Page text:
Anyone who knows Rap Carioca is certainly familiar with names like Philip Ret, Marcelo D2 and BK. These are just some of the representatives of the genre and, in addition to the state, they all share a relationship with the neighborhood of Catete, which is the topic of the new mini-documentary TTK Tribute.
Presented by Amazon Music, the short premieres this Tuesday (24) and shows the growth of the genre in this neighborhood, with the creative direction of Ret and the participation not only of D2 and BK but also of other names like sain. When talking about the importance of this work exclusively to TMDQA!, Ret commented:
The idea of this project was to rescue: ‘how can I rescue my image?’. Then I went back to the place where I was born, which is on the rise of the [morro] Santo Amaro. We put black and white because it’s a rescue, we put scratch, which is a fundamental of Hip Hop. Brass has a foundation in Jazz, which also communicates a lot with Rap improvisation.
Then I started putting all the more root elements. So I thought about who I could call and came BK, Sain, Mãolee. It had to be without autotune and all these choices made the song a lot less commercial, no doubt about it. Every element of that list was all a choice.
For the musician, the role of creative director was “relatively easy” to fulfill since “the characters involved are very practical and made everything happen in a very spontaneous way”. He explains that the minidocumentary features three generations — “Marceo D2, mine and BK” — and guarantees that, even if the title of the work speaks specifically of TTK, “we’re talking about everything” that involves Rap .
Philip Ret and the TTK Tribute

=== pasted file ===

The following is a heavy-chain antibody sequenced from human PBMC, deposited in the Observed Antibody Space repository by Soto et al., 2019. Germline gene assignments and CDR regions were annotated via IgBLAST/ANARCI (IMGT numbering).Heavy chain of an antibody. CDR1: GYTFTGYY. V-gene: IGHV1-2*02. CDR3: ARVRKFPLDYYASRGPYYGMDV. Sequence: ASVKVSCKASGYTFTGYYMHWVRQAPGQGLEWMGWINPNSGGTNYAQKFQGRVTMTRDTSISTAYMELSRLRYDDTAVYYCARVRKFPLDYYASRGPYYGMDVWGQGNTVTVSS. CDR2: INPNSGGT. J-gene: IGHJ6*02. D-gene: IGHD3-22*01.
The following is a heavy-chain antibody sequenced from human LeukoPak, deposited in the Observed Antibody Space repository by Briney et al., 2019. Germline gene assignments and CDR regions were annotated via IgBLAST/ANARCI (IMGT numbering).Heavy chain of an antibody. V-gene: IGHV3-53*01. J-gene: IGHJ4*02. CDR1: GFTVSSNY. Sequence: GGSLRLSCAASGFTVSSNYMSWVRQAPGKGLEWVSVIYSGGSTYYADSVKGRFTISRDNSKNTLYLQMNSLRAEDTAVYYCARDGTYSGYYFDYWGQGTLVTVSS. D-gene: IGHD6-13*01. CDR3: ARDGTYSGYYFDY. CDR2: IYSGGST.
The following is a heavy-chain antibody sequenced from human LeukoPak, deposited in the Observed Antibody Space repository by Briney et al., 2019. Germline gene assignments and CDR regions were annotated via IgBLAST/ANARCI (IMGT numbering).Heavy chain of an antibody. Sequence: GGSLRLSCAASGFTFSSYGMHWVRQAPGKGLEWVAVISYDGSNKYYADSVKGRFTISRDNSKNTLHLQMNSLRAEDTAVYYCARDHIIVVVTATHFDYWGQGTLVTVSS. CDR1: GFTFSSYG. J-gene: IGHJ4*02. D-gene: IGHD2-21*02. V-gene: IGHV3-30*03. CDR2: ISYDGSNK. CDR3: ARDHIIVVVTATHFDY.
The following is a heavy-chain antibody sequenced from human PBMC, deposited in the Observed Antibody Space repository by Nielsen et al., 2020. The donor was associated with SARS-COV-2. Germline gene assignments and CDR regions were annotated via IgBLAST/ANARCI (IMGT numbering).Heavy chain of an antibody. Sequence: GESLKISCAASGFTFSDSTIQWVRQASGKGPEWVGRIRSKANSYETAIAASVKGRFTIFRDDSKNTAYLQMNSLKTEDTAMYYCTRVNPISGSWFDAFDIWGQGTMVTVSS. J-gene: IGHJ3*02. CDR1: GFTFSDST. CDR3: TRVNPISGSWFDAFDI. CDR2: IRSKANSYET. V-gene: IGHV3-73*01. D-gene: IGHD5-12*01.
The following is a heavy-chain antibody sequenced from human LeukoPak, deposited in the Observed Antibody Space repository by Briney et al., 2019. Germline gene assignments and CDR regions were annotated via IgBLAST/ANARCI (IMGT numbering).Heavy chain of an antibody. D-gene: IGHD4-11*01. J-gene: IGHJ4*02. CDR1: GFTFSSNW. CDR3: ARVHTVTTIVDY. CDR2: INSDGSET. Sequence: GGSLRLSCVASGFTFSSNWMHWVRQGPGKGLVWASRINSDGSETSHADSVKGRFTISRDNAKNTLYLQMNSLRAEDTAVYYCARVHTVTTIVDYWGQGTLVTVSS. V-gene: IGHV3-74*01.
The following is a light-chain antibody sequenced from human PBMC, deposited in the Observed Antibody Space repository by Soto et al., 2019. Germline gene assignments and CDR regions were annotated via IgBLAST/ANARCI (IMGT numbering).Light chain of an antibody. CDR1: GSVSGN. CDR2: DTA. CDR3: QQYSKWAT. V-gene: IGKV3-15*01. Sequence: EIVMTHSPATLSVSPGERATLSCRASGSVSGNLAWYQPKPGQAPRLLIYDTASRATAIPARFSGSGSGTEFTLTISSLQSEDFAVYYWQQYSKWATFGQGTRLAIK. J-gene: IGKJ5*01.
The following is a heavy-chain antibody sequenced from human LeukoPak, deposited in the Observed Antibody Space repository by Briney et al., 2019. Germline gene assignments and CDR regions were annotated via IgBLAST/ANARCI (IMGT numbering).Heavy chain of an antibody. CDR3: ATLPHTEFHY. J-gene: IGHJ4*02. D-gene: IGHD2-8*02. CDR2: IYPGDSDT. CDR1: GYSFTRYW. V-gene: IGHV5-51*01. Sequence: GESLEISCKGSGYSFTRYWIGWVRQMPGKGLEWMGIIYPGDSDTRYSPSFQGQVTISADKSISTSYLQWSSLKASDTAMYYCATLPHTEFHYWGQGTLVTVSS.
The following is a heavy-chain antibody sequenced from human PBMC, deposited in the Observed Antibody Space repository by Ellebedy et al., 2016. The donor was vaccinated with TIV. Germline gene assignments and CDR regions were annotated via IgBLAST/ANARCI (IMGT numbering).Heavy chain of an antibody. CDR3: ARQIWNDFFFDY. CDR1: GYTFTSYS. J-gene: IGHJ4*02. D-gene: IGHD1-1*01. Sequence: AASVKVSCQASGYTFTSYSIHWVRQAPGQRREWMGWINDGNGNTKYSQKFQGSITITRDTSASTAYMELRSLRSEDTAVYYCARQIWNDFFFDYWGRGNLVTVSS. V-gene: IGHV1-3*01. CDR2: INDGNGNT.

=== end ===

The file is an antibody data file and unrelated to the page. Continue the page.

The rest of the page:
But what is TTK? Well, literally speaking, it’s an abbreviation as opposed to Catete — KTT. But the one who really knows how to explain this properly is Ret himself, who gave a lesson on the history of the term and its sociocultural importance:
The TTK language was a language among the most marginalized people. The Republic was here at the time, here [o Palácio do Catete] it was the President’s Palace. These more marginalized people talked backwards to have greater complicity. It is a language that was born in an alternative way and passed from generation to generation. It is also associated with the graffiti crowd.
The first time someone called me Ret was on the circuit of the crowd that painted the wall. When you’re a pre-teen and you don’t have a formed identity yet and someone gives you an identity — or that graffiti gives you an identity — you hold onto it and say, ‘That’s me.’
And that’s kind of it, the language of graffiti, the skateboard guys. I didn’t hang out with the skateboard guys much, but they also had this alternative culture, even though skateboarding is now an Olympic sport. I believe that, over time, all these elements will be seen in a better way. The graffiti becomes graffiti, the Rap is gaining more status and this is a cool trend. And TTK is this, this complicity. He was born for the purpose of complicity among the marginalized.
Likewise, in the film itself, D2 explains that “the neighborhood synthesizes urban culture very well, because it’s close to the beach, in an urban place, where people felt very excluded”. He also says that “Catete will be [sua] area forever, is a place that is part of the history of [sua] life”.
And now you can know all this history — from D2 and so many others — through the documentary, available in full on YouTube below or on Amazon Music by clicking here. Enjoy and also listen to the new music made for the soundtrack!